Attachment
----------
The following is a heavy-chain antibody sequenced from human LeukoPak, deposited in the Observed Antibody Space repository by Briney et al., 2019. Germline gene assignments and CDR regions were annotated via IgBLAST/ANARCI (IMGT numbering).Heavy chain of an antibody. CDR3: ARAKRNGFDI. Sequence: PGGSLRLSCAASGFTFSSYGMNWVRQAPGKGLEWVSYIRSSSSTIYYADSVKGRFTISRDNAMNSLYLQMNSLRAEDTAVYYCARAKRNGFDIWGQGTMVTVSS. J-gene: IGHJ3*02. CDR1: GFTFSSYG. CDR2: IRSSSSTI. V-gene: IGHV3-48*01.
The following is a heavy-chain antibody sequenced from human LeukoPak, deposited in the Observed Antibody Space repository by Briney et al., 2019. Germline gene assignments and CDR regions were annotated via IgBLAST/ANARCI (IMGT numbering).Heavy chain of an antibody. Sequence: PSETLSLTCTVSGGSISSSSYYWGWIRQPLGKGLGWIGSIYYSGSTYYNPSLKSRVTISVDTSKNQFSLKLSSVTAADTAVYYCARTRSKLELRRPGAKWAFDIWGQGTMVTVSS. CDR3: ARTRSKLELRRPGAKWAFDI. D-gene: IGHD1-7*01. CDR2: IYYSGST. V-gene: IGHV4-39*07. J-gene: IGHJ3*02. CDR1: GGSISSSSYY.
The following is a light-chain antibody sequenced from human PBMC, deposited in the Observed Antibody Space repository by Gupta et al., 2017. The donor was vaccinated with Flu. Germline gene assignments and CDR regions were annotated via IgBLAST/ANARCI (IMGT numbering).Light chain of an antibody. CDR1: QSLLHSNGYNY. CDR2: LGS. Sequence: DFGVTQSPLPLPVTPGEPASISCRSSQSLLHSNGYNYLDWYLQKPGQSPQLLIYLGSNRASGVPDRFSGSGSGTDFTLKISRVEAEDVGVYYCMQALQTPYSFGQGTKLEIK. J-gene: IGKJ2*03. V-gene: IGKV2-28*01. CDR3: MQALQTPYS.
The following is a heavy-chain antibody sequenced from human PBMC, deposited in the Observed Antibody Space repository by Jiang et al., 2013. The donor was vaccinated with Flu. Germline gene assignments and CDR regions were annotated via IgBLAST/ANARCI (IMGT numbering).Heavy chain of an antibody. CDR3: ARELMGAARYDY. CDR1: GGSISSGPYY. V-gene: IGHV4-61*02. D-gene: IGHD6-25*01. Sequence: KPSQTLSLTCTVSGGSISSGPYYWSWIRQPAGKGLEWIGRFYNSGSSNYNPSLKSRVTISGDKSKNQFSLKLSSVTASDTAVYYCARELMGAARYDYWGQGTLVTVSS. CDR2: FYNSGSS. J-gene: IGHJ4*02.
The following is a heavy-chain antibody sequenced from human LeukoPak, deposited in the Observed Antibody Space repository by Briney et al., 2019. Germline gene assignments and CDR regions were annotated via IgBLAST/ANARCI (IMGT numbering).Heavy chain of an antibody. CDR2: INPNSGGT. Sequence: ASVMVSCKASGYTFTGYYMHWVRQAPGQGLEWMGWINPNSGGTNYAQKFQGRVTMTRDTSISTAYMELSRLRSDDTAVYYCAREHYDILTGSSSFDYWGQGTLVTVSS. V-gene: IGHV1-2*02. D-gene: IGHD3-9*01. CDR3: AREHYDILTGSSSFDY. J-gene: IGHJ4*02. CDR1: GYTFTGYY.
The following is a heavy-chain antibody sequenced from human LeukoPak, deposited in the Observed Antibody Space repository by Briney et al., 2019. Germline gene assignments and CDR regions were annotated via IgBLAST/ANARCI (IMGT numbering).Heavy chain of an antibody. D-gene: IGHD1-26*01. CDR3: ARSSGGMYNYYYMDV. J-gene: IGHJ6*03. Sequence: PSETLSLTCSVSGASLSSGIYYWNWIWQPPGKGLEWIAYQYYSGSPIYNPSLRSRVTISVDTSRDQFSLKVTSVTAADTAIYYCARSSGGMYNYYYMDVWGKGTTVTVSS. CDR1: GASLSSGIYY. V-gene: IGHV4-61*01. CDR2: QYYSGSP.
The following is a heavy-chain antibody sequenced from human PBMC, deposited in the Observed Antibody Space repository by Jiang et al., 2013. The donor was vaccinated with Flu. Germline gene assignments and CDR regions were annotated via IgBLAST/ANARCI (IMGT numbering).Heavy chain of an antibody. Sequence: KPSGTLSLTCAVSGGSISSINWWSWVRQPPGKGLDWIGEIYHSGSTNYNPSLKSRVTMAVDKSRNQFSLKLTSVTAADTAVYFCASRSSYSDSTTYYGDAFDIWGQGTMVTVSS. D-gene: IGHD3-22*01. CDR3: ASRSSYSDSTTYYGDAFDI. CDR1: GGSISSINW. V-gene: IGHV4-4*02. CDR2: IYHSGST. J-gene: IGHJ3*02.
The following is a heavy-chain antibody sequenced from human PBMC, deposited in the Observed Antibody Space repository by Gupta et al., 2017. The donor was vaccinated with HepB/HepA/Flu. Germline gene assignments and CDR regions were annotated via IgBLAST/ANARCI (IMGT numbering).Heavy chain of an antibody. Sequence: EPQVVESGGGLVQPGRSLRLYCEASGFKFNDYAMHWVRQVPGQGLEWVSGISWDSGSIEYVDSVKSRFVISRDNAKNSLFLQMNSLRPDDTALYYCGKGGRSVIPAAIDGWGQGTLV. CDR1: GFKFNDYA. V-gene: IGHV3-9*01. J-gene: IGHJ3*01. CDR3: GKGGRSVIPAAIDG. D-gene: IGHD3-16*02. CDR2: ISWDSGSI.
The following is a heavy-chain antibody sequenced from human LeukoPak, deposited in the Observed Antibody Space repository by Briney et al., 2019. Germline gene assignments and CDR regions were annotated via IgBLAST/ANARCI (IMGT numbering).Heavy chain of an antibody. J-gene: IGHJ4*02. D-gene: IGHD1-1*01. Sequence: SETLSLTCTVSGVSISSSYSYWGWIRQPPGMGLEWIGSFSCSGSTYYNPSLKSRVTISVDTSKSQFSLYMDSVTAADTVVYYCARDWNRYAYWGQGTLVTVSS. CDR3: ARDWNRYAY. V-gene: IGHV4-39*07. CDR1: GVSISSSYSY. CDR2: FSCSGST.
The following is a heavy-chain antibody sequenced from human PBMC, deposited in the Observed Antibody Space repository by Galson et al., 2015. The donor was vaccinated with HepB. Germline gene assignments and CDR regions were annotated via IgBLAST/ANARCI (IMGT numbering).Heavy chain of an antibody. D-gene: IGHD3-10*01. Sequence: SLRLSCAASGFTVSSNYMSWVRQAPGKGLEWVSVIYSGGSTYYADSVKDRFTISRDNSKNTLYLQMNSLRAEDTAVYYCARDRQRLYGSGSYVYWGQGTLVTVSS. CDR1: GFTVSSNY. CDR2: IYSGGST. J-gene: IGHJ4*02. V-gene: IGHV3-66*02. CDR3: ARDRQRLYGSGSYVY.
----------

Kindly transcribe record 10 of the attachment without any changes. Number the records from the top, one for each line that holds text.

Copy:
The following is a heavy-chain antibody sequenced from human PBMC, deposited in the Observed Antibody Space repository by Galson et al., 2015. The donor was vaccinated with HepB. Germline gene assignments and CDR regions were annotated via IgBLAST/ANARCI (IMGT numbering).Heavy chain of an antibody. D-gene: IGHD3-10*01. Sequence: SLRLSCAASGFTVSSNYMSWVRQAPGKGLEWVSVIYSGGSTYYADSVKDRFTISRDNSKNTLYLQMNSLRAEDTAVYYCARDRQRLYGSGSYVYWGQGTLVTVSS. CDR1: GFTVSSNY. CDR2: IYSGGST. J-gene: IGHJ4*02. V-gene: IGHV3-66*02. CDR3: ARDRQRLYGSGSYVY.